Professor Andrew Blake has won the 2016 BCS Lovelace Medal, the top award in computing in the UK.
Awarded by BCS, The Chartered Institute for IT, the award is presented annually to individuals who, in the opinion of BCS, have made a significant contribution to the advancement of Information Systems.
Professor Blake received a PhD in Artificial Intelligence from the University of Edinburgh in 1983 and stayed on as a lecturer in Computer Science until 1987. He went on to become a Microsoft Distinguished Scientist and Laboratory Director of Microsoft Research Cambridge. Last year he became the first Director of the Alan Turing Institute, the UK’s national institute for data science, of which we are a founding partner.
Paul Fletcher, Group Chief Executive Officer BCS, The Chartered Institute for IT, said:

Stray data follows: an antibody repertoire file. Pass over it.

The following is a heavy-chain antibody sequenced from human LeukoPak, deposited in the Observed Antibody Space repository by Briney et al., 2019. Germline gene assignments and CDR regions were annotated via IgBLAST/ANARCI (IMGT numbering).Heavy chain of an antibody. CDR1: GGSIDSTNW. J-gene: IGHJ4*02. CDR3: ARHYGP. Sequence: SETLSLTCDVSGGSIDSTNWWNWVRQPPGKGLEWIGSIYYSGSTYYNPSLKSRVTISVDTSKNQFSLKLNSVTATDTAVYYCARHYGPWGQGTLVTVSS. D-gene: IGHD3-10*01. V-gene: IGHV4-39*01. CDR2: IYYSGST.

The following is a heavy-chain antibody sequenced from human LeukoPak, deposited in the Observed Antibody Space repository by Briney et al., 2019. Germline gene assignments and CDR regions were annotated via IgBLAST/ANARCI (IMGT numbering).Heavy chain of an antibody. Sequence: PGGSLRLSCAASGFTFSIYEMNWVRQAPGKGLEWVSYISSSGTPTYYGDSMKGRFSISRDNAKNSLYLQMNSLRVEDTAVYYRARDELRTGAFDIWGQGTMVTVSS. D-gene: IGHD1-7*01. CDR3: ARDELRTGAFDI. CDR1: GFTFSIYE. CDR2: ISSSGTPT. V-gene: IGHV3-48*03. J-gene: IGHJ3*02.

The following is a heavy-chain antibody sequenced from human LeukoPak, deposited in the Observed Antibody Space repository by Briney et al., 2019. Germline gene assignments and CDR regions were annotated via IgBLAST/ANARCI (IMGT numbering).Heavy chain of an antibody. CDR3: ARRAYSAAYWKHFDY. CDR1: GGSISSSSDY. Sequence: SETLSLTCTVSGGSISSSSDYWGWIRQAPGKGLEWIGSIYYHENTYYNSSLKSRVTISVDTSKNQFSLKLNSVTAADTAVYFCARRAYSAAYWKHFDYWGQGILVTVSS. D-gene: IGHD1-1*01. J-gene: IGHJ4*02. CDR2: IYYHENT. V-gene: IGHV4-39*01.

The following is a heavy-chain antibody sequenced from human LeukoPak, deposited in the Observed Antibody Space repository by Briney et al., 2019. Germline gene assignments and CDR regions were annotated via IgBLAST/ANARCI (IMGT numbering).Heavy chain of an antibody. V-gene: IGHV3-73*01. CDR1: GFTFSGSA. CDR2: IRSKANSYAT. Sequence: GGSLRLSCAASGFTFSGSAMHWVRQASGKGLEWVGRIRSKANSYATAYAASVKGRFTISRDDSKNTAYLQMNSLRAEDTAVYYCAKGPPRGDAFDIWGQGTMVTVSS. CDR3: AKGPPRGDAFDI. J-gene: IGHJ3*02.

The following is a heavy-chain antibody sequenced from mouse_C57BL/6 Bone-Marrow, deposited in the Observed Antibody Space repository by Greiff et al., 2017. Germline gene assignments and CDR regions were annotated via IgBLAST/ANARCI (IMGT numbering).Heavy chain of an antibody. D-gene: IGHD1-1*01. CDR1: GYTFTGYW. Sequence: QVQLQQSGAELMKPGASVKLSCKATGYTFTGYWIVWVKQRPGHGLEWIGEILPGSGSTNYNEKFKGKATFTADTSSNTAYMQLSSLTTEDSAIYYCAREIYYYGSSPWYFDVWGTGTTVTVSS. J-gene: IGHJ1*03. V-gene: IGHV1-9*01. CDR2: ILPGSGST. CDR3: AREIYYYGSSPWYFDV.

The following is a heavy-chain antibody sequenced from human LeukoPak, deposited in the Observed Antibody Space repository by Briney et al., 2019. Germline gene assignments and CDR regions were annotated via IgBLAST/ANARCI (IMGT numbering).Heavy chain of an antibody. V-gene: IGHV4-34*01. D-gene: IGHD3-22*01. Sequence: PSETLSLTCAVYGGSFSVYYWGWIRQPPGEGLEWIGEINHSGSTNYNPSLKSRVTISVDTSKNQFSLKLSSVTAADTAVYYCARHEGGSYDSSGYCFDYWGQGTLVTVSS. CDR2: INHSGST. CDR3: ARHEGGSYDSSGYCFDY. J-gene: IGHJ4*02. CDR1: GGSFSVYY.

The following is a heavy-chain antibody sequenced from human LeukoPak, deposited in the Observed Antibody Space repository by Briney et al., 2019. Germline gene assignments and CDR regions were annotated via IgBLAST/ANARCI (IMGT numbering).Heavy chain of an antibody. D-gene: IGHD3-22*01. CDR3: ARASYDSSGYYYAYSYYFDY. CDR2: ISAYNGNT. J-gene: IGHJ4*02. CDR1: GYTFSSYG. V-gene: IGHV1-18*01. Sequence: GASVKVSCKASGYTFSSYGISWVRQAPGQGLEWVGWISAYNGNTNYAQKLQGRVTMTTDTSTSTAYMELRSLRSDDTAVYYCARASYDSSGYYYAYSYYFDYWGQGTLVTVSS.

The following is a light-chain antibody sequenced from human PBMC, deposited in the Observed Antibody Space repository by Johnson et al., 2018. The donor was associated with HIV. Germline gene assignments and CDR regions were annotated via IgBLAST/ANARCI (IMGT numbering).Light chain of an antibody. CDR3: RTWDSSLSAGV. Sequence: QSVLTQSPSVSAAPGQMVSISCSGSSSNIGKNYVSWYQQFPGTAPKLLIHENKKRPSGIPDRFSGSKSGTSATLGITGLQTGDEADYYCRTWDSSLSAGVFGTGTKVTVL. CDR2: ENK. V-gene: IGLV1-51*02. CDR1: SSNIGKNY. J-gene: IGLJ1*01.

“Professor Blake has made an outstanding contribution to the understanding and advancement of Computing as a discipline in a distinguished career spanning academia and industry. I am delighted that we are awarding him the Lovelace Medal in recognition of his wide range of achievements. The impact he has made to the IT industry, and his contribution to academic research makes him a richly deserving recipient of this prestigious award.”
Professor Blake responded:
“Being awarded the BCS Lovelace Medal is a great honour. In part it reflects the way computer vision has moved from being a futuristic experiment to a mainstream technology that really works. And in part I take the award as a great encouragement for the Alan Turing Institute as the UK develops its new national Institute for data science.”
The BCS Lovelace Medal was established in 1998 in honour of Lady Augusta Ada Byron, Countess of Lovelace and daughter of Lord Byron. She was born in 1815.
Previous winners include worldwide web inventor Sir Tim Berners-Lee, Linux creator Linus Torvalds, ARM designer Steve Furber, information retrieval pioneer Karen Spärck Jones, and Doug Engelbart who developed the computer mouse and the modern style of computer interface.